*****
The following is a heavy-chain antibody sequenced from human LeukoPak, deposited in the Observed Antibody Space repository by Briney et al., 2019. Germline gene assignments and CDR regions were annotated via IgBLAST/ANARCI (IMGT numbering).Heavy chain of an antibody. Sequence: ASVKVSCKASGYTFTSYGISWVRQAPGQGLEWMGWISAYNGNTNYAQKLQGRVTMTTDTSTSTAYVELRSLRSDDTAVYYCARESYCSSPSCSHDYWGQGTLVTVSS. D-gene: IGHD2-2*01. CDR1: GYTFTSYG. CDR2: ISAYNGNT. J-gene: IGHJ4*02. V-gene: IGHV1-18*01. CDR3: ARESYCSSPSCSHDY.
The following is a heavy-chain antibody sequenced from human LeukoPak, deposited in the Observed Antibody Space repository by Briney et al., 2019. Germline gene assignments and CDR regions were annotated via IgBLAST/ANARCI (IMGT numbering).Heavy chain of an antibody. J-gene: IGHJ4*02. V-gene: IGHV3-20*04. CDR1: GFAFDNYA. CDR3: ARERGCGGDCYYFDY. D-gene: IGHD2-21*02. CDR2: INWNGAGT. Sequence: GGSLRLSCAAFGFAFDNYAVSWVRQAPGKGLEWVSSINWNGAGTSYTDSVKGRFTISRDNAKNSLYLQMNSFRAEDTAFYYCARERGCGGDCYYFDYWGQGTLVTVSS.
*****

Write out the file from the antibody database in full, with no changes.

The following is a heavy-chain antibody sequenced from human LeukoPak, deposited in the Observed Antibody Space repository by Briney et al., 2019. Germline gene assignments and CDR regions were annotated via IgBLAST/ANARCI (IMGT numbering).Heavy chain of an antibody. Sequence: ASVKVSCKASGYTFTSYGISWVRQAPGQGLEWMGWISAYNGNTNYAQKLQGRVTMTTDTSTSTAYVELRSLRSDDTAVYYCARESYCSSPSCSHDYWGQGTLVTVSS. D-gene: IGHD2-2*01. CDR1: GYTFTSYG. CDR2: ISAYNGNT. J-gene: IGHJ4*02. V-gene: IGHV1-18*01. CDR3: ARESYCSSPSCSHDY.
The following is a heavy-chain antibody sequenced from human LeukoPak, deposited in the Observed Antibody Space repository by Briney et al., 2019. Germline gene assignments and CDR regions were annotated via IgBLAST/ANARCI (IMGT numbering).Heavy chain of an antibody. J-gene: IGHJ4*02. V-gene: IGHV3-20*04. CDR1: GFAFDNYA. CDR3: ARERGCGGDCYYFDY. D-gene: IGHD2-21*02. CDR2: INWNGAGT. Sequence: GGSLRLSCAAFGFAFDNYAVSWVRQAPGKGLEWVSSINWNGAGTSYTDSVKGRFTISRDNAKNSLYLQMNSFRAEDTAFYYCARERGCGGDCYYFDYWGQGTLVTVSS.